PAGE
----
This fall, openly bisexual actor Saffron Burrows stars in a new NBC series, My Own Worst Enemy, a one-hour drama about a man with two identities — one is a suburban family man named Henry, the other is a government operative named Edward (both are played by Christian Slater). Burrows plays Dr. Norah Skinner, a psychologist who treats both identities.
Though Burrows is best known for her film work, including roles in Frida (2002), Troy (2004) and The Bank Job (2008), last year she played attorney Lorraine Weller on Boston Legal. She is also a stage actor, most recently starring opposite
David Schwimmer in Neil LaBute’s Some Girls in the West End. In 2002, she starred opposite Fiona Shaw, with whom she has been romantically linked, in a stage adaptation of Jeanette Winterson’s novel The Powerbook; the two played lovers.
“What drew me to this [role on My Own Worst Enemy],” she said at the Television Critics press tour, “was every aspect of the production. The writing I found to be astounding, the group of people who are creating the show, and then the cast they were assembling.
And there’s an energy to
it … which I love from
having done theater and having made films that shoot
quickly. I love working in a way that’s full of energy
and not about sitting around in a trailer."
The series is created and executive produced by Jason Smilovic (Karen Sisco, Kidnapped, Bionic Woman) and also stars Alfre Woodard (Desperate Housewives, Cross Creek) as the woman running the government organization that employs Slater’s character. After the press conference, Burrows spoke with AfterEllen.com and a few other reporters about her work in film and theater, what she thinks of her Boston Legal character, and the TV shows she watched growing up.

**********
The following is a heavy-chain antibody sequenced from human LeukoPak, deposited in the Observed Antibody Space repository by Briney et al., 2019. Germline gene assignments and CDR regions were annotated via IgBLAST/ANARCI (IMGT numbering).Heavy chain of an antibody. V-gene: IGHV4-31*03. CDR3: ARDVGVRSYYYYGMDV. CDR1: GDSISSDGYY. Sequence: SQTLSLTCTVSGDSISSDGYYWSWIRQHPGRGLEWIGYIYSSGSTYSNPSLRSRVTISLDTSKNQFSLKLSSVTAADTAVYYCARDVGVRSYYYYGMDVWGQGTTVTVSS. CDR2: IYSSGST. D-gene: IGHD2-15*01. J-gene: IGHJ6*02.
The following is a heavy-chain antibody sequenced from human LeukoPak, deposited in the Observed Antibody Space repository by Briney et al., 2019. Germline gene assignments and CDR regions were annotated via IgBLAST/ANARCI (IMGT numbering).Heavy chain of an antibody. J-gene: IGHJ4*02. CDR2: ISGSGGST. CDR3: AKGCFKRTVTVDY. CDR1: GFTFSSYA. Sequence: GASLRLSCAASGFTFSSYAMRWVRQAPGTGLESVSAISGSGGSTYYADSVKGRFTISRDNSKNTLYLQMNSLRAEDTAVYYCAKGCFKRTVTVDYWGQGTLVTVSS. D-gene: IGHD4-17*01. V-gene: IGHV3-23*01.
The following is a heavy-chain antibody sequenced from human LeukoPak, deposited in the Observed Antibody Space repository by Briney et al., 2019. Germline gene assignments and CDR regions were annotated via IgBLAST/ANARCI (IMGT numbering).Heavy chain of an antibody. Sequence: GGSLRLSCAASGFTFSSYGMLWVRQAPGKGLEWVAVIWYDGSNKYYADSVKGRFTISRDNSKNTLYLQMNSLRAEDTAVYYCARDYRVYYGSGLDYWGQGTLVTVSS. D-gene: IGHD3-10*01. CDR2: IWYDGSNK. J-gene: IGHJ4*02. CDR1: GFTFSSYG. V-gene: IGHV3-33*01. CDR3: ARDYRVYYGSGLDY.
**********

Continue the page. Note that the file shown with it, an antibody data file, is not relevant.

Question: Do you have a favorite role out of all of the roles that you’ve played?
Saffron Burrows: I’m very proud of the movie I made with Amy Redford [called The Guitar] that’s coming out here in November.
Q: And why are you so proud of that role?
SB: Well, you’ll see it’s a little challenging. [laughs] The character’s in every scene of the film, and it’s just really her and these two people who come into her life during the course of the story. A woman and a man, both whom she gets to know during the story. But it’s pretty much her, every frame of the movie, so it’s a little challenging. And I’m proud of The Bank Job because I think Roger Donaldson’s made a really good film.
Q: You said [during the press conference] that you had studied psychotherapists and talked to them. What did you learn from that research that’s helped you with the part?
SB: How intimate they are with their — you can call them their clients or their patients. But the degree of intimacy that they enjoy sometimes with the people they’re advising or healing, whatever you would call it. And how specific and personal they are in their approach, how different each person is, even down to the way they lay out their office and whether there are private things in the room that they work in or not.